Paul Green's MSP Marketing Podcast

Episode 78: The easy way to create content for your MSP’s website

Paul Green's MSP Marketing Podcast
Episode 78: The easy way to create content for your MSP’s website
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In this week’s episode

  • If you find content writing for your website a painful and slow process, you’re not alone. This week Paul has a great 5 step process for easily creating original content
  • Also on the show this week, should you use LinkedIn’s InMail or Messages to contact prospects?
  • Plus there’s a great book suggestion all about how your people can drive your profits and a special guest explains why you need an ‘Entrepreneurial Operating System’

Show notes

Episode transcription

Voiceover:
Fresh every Tuesday for MSPs around the world. This is Paul Greens MSP Marketing Podcast.

Paul Green:
Hi. Hello, and welcome to the show. Here’s what we’ve got coming up for you this week.

Rebecca Finken:
A lot of entrepreneurs, they run their businesses on egos and subjective emotions, which doesn’t always give you the real true picture.

Paul Green:
We’ve also got a great book suggestion later on about how looking after your people better can actually help your bottom line. I’ve also got an opportunity for you to get a free copy of my book on MSP marketing. If you don’t already have a copy, I’m going to be talking about a very easy way to create brand new content for your MSP’s website.

Voiceover:
Paul Green’s MSP Marketing Podcast.

Paul Green:
It’s pretty rare these days that an MSP asks me a marketing or business growth question that I haven’t heard before, but a couple of weeks ago, someone asked me an absolute cracker and actually I had to go away and think, Hmm, what do I really think about this? Their question was, should I use InMail to reach people on LinkedIn?

Paul Green:
Now, LinkedIn is an amazing platform. And in fact, it should be a great focus area for you. You should be spending time on LinkedIn every day, and we can recap the three CS in a second, the thing that you should be doing every day on LinkedIn. But InMail is LinkedIn’s paid mail platform. So when you’re connected to someone on LinkedIn, you can send them a message, but only if you’re connected to them. That’s where you buy in InMail. And I think it’s part of Sales Navigator, which is LinkedIn’s premium subscription.

Paul Green:
With InMail, you can send a mail to anybody, any member at all, even if you’re not connected to them. And that’s essentially one of the things that you’re paying for with Sales Navigator. But I think this is one of those occasions where just because you can do something doesn’t mean that you should do something. You see, I didn’t get a great deal of InMail. So I went into my LinkedIn messaging box and I just had a look back through old messages to see what kind of InMails I’ve been sent over the years. And you know what? They were all adverts. They were all spam. They were all from people I didn’t want to hear from. In fact, it made me realise that when you see an InMail coming from someone, you know it’s an advert, it’s almost like it stands out because it says, “sponsored or premium or InMail,” or whatever it says on it. It almost flags it up as a paid advertisement that someone has paid to message you.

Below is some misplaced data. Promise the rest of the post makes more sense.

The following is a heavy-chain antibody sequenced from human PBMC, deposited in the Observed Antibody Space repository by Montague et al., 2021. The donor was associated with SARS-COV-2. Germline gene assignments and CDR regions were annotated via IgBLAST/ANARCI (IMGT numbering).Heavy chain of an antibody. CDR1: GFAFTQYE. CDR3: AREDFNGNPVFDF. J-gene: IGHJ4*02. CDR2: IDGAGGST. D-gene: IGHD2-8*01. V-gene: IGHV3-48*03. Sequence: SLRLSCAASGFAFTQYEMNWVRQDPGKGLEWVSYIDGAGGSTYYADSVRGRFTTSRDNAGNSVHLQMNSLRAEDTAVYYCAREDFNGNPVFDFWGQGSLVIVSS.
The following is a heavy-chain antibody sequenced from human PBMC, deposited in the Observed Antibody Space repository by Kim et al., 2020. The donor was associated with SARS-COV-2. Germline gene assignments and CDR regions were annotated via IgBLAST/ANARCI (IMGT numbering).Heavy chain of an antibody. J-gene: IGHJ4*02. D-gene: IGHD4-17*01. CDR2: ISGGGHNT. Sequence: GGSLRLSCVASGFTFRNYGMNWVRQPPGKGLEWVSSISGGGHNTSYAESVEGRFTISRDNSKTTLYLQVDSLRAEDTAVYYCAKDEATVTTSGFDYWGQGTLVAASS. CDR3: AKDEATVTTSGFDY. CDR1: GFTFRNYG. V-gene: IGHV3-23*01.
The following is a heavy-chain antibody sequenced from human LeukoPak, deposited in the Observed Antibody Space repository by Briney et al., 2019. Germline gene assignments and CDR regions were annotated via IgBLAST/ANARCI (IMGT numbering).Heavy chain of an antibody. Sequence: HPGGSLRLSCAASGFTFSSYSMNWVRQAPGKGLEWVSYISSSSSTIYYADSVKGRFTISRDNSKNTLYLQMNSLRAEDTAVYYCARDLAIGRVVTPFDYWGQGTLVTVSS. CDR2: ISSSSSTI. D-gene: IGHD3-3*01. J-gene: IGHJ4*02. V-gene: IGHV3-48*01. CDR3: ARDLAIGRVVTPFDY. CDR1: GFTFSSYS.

Paul Green:
And I ran that past several other business owners that I was just talking to that week. And they felt exactly the same way, that as soon as they see something on InMail, they just delete it or they just ignore it because they see it as a paid advertisement. So I wouldn’t bother with InMail. I think you should just work LinkedIn organically. Because here’s the thing, LinkedIn is really easy to work organically anyway, and there are three CS. You know those three CS I mentioned at the beginning? These are the three CS you should be focusing on every day. They are connections, content and contact.

Paul Green:
You’ve probably heard me talk about this before in the podcast, but you spend some time every day building your connections and you don’t Sales Navigator for this. I mean, it doesn’t make it easier because there are no limits. You can just go after everyone. But even on the free version, you can try and connection request up to 20 people a day. That’s enough for most people. Most of the MSPs I’m working with don’t have Sales Navigator. They just use the free version. In fact, I use the free version as well. So building your connections every day, posting great content every day. And actually in next week’s podcast, we’re just going to spend a little bit more time looking at that, what kind of content to post and where you can source it from.

Paul Green:
And then the third C is contact, which is messaging people. And I think messaging is a really important part of the LinkedIn experience. If you’re going to build a network and put content in front of some of those people, because they’re not all seeing it all of the time, that’s a valuable thing in itself, but it’s the messaging that really has the power. Dropping a connection, a message, particularly if that message is relevant to them, is a very, very powerful thing to do. Now, forgive me if I’ve mentioned this idea on the podcast before. After 70 odd episodes, it’s really hard to remember what we’ve done and what we haven’t done. But here’s an example of a very relevant message that you could put on LinkedIn.

Paul Green:
Let’s say you worked with an accountant, a CPA, and you fixed something on their server to do with Sage or something techie like that. You could then go and do a blog article about that on your website, and then go and look and see how many other accountants are you connected to on LinkedIn and drop them a message. And your message could be as simple as, “Hey, I work with a growing number of accountants in this area. We just fixed this Sage fault on this accountant server. And I’ve written an article about it because I thought it could save you a lot of time and money if you’ve got the same fault. Here’s the article,” and then you send a link to your website.

Paul Green: